Representing South Korea’s Others
Krys Lee + Choi Eunyoung + Laura Jean McKay
The Parlour, slq
#About the event
Duration: 60 minutes
Korean social life continues to be influenced by cultural practices that distinguish insiders and outsiders. What do writers seek to achieve by depicting the experiences of people deemed outsiders? The totalising western worldview often fails to comprehend the nuances of social life in other countries. These writers discuss the complex social hierarchies of South Korea and the capacity of the written word to illuminate what it’s like to live on the margins. Curated by Sung-Ae Lee.
Krys Lee is the author of the story collection Drifting House and the novel How I Became a North Korean, and the translator of the novel I Hear Your Voice and the story collection Diary of a Murderer by Young-ha Kim. She is the recipient of the Rome Prize in Literature and the Story Prize Spotlight Award, a Granta New Voices pick, and was a finalist for the Center for Fiction First Novel Prize and the BBC International Story Prize. She teaches creative writing at Yonsei University, Underwood International College, in Seoul.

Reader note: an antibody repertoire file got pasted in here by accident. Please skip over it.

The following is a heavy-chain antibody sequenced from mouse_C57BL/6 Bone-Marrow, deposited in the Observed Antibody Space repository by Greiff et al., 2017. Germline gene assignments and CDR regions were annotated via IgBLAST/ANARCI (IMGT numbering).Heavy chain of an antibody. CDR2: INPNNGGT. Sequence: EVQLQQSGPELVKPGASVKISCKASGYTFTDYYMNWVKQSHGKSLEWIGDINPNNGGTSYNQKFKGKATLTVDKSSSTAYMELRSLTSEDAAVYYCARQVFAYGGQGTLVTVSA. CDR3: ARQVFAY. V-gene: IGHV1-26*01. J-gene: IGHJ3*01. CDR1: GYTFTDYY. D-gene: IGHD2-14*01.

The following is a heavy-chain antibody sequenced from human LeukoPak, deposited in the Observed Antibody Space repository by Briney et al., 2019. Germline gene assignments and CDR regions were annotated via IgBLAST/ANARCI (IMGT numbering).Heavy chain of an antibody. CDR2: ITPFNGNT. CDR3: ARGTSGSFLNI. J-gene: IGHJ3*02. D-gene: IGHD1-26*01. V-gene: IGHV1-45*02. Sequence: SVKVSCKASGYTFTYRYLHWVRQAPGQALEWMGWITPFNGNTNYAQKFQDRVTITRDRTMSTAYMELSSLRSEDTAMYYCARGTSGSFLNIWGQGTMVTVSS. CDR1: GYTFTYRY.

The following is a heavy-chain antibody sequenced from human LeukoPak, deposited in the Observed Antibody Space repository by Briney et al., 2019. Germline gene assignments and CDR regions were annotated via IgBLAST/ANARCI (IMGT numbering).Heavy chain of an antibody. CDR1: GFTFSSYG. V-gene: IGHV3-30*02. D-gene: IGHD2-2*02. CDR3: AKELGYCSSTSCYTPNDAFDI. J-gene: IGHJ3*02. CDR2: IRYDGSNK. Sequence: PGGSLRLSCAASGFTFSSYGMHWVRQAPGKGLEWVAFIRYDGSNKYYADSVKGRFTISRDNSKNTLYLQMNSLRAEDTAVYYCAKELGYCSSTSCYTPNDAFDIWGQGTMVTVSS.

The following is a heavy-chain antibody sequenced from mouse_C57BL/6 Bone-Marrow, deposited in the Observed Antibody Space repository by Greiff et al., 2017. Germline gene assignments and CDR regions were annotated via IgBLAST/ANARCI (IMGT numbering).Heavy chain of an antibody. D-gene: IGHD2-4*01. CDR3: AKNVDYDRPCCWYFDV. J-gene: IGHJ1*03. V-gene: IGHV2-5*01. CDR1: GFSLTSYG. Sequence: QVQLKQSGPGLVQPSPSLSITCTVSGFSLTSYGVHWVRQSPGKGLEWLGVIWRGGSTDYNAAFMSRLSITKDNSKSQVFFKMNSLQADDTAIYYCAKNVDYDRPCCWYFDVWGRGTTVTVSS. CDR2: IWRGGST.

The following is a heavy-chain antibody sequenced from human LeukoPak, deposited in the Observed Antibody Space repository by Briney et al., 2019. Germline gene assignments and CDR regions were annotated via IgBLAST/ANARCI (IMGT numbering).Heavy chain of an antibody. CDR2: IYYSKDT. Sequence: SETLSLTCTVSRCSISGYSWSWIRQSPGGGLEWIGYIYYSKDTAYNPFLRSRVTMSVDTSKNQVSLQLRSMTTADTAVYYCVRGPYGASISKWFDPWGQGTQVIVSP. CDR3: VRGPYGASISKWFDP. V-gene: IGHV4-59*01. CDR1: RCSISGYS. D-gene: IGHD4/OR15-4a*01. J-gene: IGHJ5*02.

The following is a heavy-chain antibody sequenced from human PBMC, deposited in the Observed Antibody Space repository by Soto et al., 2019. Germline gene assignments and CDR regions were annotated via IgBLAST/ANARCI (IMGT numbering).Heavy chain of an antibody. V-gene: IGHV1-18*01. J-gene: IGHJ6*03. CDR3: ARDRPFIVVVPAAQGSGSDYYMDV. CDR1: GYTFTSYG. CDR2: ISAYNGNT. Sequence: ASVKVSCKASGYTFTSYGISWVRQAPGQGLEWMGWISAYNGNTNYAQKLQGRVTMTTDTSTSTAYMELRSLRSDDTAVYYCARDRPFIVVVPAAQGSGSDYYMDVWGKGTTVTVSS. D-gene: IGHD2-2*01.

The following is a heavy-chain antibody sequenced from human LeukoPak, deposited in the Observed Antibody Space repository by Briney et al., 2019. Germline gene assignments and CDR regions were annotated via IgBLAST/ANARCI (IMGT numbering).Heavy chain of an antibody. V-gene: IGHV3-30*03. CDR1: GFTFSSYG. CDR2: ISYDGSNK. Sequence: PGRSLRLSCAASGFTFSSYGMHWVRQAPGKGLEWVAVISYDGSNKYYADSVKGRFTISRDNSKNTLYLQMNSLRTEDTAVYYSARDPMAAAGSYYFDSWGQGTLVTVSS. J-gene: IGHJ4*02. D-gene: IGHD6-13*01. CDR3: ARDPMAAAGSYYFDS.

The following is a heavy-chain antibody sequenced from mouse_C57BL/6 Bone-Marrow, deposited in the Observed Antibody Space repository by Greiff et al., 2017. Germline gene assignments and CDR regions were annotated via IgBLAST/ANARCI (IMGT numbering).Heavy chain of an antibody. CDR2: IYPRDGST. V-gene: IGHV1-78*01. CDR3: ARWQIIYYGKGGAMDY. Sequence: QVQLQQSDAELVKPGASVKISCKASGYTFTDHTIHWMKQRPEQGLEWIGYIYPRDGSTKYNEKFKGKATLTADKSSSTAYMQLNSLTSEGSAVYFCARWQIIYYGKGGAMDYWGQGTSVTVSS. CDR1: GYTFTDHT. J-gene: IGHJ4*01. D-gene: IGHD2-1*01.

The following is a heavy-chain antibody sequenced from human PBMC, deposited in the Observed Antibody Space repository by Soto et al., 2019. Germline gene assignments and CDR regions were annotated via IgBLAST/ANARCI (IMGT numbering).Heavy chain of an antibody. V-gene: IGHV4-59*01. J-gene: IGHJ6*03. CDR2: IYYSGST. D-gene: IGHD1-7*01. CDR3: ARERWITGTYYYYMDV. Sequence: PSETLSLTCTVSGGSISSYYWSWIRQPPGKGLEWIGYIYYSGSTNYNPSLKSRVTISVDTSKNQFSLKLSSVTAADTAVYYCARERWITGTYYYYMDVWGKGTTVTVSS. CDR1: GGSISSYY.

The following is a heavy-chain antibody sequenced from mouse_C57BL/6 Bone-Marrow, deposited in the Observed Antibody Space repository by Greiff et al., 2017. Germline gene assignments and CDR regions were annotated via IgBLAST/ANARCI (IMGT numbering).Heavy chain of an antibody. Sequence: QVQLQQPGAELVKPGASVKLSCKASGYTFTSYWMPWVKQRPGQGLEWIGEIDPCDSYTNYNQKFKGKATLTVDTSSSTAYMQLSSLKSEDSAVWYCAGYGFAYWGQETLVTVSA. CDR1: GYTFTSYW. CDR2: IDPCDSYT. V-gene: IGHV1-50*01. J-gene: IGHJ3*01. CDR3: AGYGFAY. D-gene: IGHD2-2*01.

Choi Eunyoung began her literary career in 2013 when her short story “Shoko’s Smile” was selected for the quarterly literary magazine Writer’s Word’s New Writer’s Award. She subsequently expanded “Shoko’s Smile” into a best-selling short story collection under the same title. She received the 5th Munhakdongne Young Writer’s Award in 2014. She has also authored the short story collection Someone Harmless to Me and a novel Bright Night.
Laura Jean McKay
Laura Jean McKay is the author of The Animals in That Country (Scribe 2020) — winner of The Arthur C. Clarke Award, The Victorian Prize for Literature, the ABIA Small Publishers Adult Book of the Year and co-winner of the Aurealis Award for Best Science Fiction Novel. Laura is also the author of Holiday in Cambodia (Black Inc., 2013). Her forthcoming collection is Gunflower (Scribe, 2023).